Gold Fever Hits the South Pacific Islands


"High metals prices encourage miners to return to a land of mineral wealth and historic conflict."

An Australian miner is due to restart a gold mine in the Solomon Islands this week, signalling that the commodities boom has finally caught up with one of the world's most remote regions—the South Pacific islands.

The miner, Allied Gold , is not alone. Papua New Guinea might resume mining of one of the world's richest copper deposits by 2012, two decades after villagers attacked and sabotaged operations there.

From Papua New Guinea to New Caledonia, mines have often created conflicts between poor villagers and their governments over the distribution of wealth, leaving the South Pacific with little to show for its mining riches.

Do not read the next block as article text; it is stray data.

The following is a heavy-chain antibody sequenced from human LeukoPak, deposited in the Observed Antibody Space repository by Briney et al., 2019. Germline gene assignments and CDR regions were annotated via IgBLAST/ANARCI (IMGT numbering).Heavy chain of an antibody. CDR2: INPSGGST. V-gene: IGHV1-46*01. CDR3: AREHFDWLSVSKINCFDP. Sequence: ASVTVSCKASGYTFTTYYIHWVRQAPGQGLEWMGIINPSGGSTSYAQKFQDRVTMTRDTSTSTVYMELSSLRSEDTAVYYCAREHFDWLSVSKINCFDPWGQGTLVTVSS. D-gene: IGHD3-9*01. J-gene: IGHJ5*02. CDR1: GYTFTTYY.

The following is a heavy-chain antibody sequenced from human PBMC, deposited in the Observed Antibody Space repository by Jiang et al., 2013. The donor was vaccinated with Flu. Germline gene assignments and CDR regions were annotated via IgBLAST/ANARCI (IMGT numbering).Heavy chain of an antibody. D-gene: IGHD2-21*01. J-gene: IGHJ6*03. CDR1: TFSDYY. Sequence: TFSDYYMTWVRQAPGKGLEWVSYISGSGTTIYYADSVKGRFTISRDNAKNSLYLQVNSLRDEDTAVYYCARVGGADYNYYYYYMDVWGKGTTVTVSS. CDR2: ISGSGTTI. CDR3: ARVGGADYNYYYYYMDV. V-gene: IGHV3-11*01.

Allied's Goldridge mine had been abandoned a decade ago after tensions flared between rival bands of islanders.

Fighting broke out between the Guadalcanal and Malatian islanders in 2000 over political control of the Guadalcanal province. Though unrelated to the mine itself, the conflict spread to the operation when looters stripped much of its infrastructure and equipment, such as cabling and roofing.

The hostilities date back to World War II, when U.S. troops fighting the Japanese on Guadalcanal, the main island in the Solomons, brought over thousands of neighboring Malatian islanders. The Malatians stayed on Guadalcanal and came to dominate the indigenous population economically and politically.

Elsewhere in the region, Fiji has had a start-stop history of gold mining while New Caledonia is focused solely on nickel.

The Solomon Islands has been associated with gold since 1568 when Spanish explorer Alvaro de Mendana de Neyra discovered what he believed to be the 'Land of Ophir', the source of Israeli King Solomon's gold according to the Old Testament.

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